In describing the Pagewide XL systems, Newton says one ongoing priority for HP has been to create a well-designed, common user interface that eliminates confusion between different HP printing systems. The advantage here, he says, is that “there is an easier transition and no additional learning curve – it all has the same interface.” This approach, he says, has also been integrated into software to ensure easy movement of files from workstation to printer. “Most people in the technical graphics space don’t come from print production,” Newton says, “so submission of prints must be as easy as possible.” Conversely, with HP SmartStream, a production software solution, the full production capabilities of the Pagewide XL systems can be used with dazzling, repeatable results. SmartStream is a production tool that helps users add key efficiencies to print jobs, including pre-flighting and color checking, and to save time by at least 50%. SmartStream serves as a valuable, unifying link between Pagewide XL and other HP wide-format systems.
Value on Many Levels
For reprographic and technical graphics shops, the use of Pagewide XL enables the capability to create production graphics – a secondary capability or revenue stream. For Pagewide XL users approaching the technology from the graphics side of the industry, the technology gives them the ability to expand opportunity and reach by cost-effectively accessing additional vertical markets. By effectively blurring the line between the technical and graphics spaces, HP Pagewide XL expands growth potential for all users.
Beyond the printing-related advantage of the HP Pagewide XL systems is a thoughtful approach to print finishing. For companies working in technical graphics, Newton says, folding can be a big part of the business. To address this often-essential finishing step, HP offers a folding system to work with the new Pagewide XL systems. Further, HP has worked with a third-party vendor, Fotoba, to create a cutting system that not only trims print edges, thus creating a print with full bleed, but also allows for routine and novel production cutting – a strong value-add. Also available for Pagewide XL, says Newton, is a take-up reel that enables roll-to-roll printing. Using this system, Pagewide XL printers are capable of producing prints up to 650 feet long. The ability for long-linear-length prints has opened opportunities for expansion into new product areas. For example, Newton says that some companies have used HP Pagewide XL to produce short-run custom gift-wrap (partially thanks to a special gift-wrap media product, produced by HP).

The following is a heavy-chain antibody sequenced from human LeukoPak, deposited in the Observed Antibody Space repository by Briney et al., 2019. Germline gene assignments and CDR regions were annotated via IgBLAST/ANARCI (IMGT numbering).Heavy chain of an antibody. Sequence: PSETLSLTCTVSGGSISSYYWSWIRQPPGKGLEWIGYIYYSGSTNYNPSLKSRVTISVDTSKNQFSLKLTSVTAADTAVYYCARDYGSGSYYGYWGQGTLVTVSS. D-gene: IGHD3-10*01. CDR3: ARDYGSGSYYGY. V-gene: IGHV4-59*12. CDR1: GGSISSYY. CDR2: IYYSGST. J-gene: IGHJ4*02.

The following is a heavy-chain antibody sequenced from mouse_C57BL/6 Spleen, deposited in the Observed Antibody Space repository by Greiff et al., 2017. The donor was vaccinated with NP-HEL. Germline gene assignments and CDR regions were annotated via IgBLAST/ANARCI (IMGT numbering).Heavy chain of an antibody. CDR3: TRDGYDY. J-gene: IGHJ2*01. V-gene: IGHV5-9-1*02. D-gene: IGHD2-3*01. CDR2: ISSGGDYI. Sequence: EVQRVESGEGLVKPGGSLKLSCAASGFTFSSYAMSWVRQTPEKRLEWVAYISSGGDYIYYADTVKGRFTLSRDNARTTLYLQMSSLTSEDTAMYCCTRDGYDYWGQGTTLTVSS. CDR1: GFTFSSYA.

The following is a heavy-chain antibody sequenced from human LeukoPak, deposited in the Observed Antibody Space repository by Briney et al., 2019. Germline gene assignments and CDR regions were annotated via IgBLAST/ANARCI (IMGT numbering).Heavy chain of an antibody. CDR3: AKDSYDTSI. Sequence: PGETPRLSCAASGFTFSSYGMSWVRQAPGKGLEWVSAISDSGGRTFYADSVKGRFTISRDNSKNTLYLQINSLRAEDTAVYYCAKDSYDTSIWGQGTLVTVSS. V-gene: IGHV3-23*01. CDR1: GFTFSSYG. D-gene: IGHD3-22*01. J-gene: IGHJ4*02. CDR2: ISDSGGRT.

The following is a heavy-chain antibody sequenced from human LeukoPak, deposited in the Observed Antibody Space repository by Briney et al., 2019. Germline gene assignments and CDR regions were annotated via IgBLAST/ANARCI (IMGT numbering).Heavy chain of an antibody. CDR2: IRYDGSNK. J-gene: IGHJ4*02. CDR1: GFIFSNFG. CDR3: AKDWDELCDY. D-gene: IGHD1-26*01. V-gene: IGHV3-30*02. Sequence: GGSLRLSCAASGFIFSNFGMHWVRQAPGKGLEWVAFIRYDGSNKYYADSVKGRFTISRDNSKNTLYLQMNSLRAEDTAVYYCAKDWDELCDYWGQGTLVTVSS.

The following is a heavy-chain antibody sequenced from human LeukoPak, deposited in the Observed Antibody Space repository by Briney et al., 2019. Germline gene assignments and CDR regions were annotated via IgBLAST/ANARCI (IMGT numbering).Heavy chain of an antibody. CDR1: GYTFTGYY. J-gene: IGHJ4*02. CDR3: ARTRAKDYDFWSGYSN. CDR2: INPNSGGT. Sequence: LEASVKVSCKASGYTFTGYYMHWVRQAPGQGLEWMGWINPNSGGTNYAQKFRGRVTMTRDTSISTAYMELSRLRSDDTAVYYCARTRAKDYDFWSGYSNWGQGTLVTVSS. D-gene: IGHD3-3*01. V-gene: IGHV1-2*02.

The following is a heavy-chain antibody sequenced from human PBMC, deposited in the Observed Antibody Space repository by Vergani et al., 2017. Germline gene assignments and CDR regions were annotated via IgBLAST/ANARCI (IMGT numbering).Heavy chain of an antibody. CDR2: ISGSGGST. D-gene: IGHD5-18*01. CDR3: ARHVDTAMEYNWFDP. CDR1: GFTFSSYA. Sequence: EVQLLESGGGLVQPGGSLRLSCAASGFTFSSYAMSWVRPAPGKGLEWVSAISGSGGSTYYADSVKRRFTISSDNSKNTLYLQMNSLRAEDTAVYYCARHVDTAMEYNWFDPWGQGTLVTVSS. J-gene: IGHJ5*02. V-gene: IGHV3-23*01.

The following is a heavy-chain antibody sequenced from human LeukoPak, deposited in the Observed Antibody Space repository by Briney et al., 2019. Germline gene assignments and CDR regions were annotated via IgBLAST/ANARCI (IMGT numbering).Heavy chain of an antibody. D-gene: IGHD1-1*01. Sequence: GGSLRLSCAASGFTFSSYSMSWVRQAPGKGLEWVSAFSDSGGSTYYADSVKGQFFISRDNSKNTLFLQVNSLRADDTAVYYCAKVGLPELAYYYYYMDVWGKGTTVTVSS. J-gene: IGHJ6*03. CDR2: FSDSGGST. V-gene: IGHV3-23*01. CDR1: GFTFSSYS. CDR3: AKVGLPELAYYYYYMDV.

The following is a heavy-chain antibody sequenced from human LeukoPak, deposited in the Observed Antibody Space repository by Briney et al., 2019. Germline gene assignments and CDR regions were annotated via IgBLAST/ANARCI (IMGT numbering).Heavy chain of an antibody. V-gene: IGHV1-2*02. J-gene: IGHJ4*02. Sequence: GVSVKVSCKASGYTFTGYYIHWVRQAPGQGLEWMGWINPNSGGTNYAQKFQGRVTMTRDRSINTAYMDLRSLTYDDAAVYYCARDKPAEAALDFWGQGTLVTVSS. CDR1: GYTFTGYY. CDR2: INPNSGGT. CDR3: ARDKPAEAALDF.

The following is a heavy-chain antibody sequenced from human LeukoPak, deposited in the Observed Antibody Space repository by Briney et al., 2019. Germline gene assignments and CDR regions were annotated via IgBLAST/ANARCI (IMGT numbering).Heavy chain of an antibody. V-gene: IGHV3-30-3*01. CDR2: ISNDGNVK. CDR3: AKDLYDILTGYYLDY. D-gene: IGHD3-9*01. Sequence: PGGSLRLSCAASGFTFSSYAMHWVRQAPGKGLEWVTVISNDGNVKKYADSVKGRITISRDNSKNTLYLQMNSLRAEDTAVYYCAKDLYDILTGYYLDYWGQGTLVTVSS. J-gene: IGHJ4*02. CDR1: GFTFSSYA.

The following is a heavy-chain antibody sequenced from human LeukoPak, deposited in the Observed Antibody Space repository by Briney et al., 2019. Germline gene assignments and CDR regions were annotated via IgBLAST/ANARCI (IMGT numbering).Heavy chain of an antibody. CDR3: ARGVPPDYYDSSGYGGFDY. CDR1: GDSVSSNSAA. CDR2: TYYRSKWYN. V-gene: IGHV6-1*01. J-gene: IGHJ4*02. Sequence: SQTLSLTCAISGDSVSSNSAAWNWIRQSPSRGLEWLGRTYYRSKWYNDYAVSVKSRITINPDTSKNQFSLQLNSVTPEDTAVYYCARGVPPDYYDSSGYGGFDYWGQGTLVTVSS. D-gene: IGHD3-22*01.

A Stronger Opportunity
Newton is a firm believer that the need for reprographic shops to reinvent themselves has been ongoing, and that Pagewide XL is a strong tool for differentiation. “Some have predicted the end of technical printing in the last few years,” he says. “Every repro company I’ve looked at has moved toward graphic printing.” While the first generation of Pagewide XL systems allowed access into the poster and temporary signage space, he says, the new Pro 5200 MFP and Pro 8200 MFP systems raise the bar, making higher-quality, higher-durability applications possible. The new systems, he adds, can even handle rigid substrates (such as foamboard) up to 3/8” thick.
As a company, Newton says, “HP is constantly learning and feeding that knowledge back into research and development to create products driven by the end users.” In so doing, he says, HP has developed improved systems that not only expand the abilities of those serving the technical graphics space, but also provide the opportunity to offer a wider array of choices, enable differentiation, and foster greater profitability.
Learn more about HP Pagewide XL and how it can benefit your business, visit HP.com.